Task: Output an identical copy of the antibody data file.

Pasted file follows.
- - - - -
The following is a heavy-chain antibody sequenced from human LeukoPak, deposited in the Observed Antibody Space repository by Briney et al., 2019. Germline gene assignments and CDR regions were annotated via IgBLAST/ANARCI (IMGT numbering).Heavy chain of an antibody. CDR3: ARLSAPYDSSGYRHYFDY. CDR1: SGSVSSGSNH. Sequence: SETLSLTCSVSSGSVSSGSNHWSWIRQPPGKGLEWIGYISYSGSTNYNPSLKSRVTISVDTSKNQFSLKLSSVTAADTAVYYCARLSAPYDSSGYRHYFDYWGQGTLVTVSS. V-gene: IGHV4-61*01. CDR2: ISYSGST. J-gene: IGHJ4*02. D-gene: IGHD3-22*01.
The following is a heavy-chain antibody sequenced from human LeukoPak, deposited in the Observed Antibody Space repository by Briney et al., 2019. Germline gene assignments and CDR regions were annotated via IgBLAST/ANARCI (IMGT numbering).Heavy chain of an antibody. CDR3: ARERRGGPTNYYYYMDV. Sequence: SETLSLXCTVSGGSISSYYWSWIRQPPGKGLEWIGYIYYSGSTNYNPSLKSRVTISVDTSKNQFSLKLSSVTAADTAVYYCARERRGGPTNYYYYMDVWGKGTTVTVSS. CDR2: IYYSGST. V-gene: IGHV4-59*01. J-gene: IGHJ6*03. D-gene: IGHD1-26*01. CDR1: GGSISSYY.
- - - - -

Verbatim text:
The following is a heavy-chain antibody sequenced from human LeukoPak, deposited in the Observed Antibody Space repository by Briney et al., 2019. Germline gene assignments and CDR regions were annotated via IgBLAST/ANARCI (IMGT numbering).Heavy chain of an antibody. CDR3: ARLSAPYDSSGYRHYFDY. CDR1: SGSVSSGSNH. Sequence: SETLSLTCSVSSGSVSSGSNHWSWIRQPPGKGLEWIGYISYSGSTNYNPSLKSRVTISVDTSKNQFSLKLSSVTAADTAVYYCARLSAPYDSSGYRHYFDYWGQGTLVTVSS. V-gene: IGHV4-61*01. CDR2: ISYSGST. J-gene: IGHJ4*02. D-gene: IGHD3-22*01.
The following is a heavy-chain antibody sequenced from human LeukoPak, deposited in the Observed Antibody Space repository by Briney et al., 2019. Germline gene assignments and CDR regions were annotated via IgBLAST/ANARCI (IMGT numbering).Heavy chain of an antibody. CDR3: ARERRGGPTNYYYYMDV. Sequence: SETLSLXCTVSGGSISSYYWSWIRQPPGKGLEWIGYIYYSGSTNYNPSLKSRVTISVDTSKNQFSLKLSSVTAADTAVYYCARERRGGPTNYYYYMDVWGKGTTVTVSS. CDR2: IYYSGST. V-gene: IGHV4-59*01. J-gene: IGHJ6*03. D-gene: IGHD1-26*01. CDR1: GGSISSYY.